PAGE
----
The Long, Hard Slog
Nearly 20 years after the Exxon Valdez spill, Brian O’Neill is still trying to get the world’s largest company to pay affected Alaskans
A FRAMED 8-by-10-inch color photograph on Brian O’Neill’s bookshelf shows the attorney knee-deep in salmon on an Alaskan fishing skiff. He wears rubber waders and a bright yellow slicker. Disheveled red curls drop over his forehead. His expression is proud, defiant, confident. That was 1989.
O’Neill, a partner at Faegre & Benson, had gone to Alaska to examine the impact of 11 million gallons of oil that the Exxon Valdez tanker had spilled into Prince William Sound. He found polluted waters, a crippled fishing industry, and a demoralized population. The ambitious 41-year-old trial lawyer with a reputation for fighting environmental causes decided to take on the company responsible for the damage.
Since then, O’Neill has lived what seems an entire lifetime. He has divorced, remarried, and raised two children, now 14 and 16. The curls that drape over the collar of his sweater have grayed. Age spots mark his hands. The 60-year-old ambles slowly through Faegre & Benson’s carpeted halls, and the once-cocky attorney bears a weary air: Nineteen years later, he’s still working on the Exxon case.
Over the years, Exxon Mobil has spent almost $2 billion cleaning up the mess and paid approximately $300 million to thousands of commercial fishermen in Alaska as compensation for lost revenue from the 1989 fishing season. But O’Neill, arguing that the problems associated with the spill went far beyond the scope of a single season’s losses, has brought suit on behalf of 2,600 fishermen, native residents, landowners, municipalities, and others affected by the spill. O’Neill has logged 23,000 hours on the case, and he and his colleagues have generated more than 10 million pages of discovery documents. They’ve endured two state trials and one federal trial.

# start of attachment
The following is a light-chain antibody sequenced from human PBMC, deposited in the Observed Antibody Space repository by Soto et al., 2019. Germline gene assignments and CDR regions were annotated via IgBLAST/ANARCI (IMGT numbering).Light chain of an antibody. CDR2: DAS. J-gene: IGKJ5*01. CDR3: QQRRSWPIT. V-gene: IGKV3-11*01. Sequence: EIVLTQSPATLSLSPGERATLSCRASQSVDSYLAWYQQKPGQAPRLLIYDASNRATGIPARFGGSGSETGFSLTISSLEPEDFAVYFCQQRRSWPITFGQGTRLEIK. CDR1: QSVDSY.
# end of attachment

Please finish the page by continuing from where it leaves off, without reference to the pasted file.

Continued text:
Perhaps not surprisingly, Exxon executives, vowing not to pay a cent more than they have already, have battled O’Neill all the way to the U.S. Supreme Court. In late February, the justices were expected to hear arguments in the case against the company and its shipping subsidiary. The court could uphold the judgment in favor of O’Neill’s plaintiffs—either approving or lowering the $2.5 billion awarded in 2006. Or it could rule in Exxon’s favor and dismiss the suit. Alternatively, it could send the case back to federal court and extend what has already become one of the longest civil cases in history.
O’Neill’s conviction has not wavered in the 19 years since he initiated the case. But time has taken its toll: The suit’s prolonged duration has condemned O’Neill to litigation limbo. The case has taken years away from his life that no amount of money can buy back.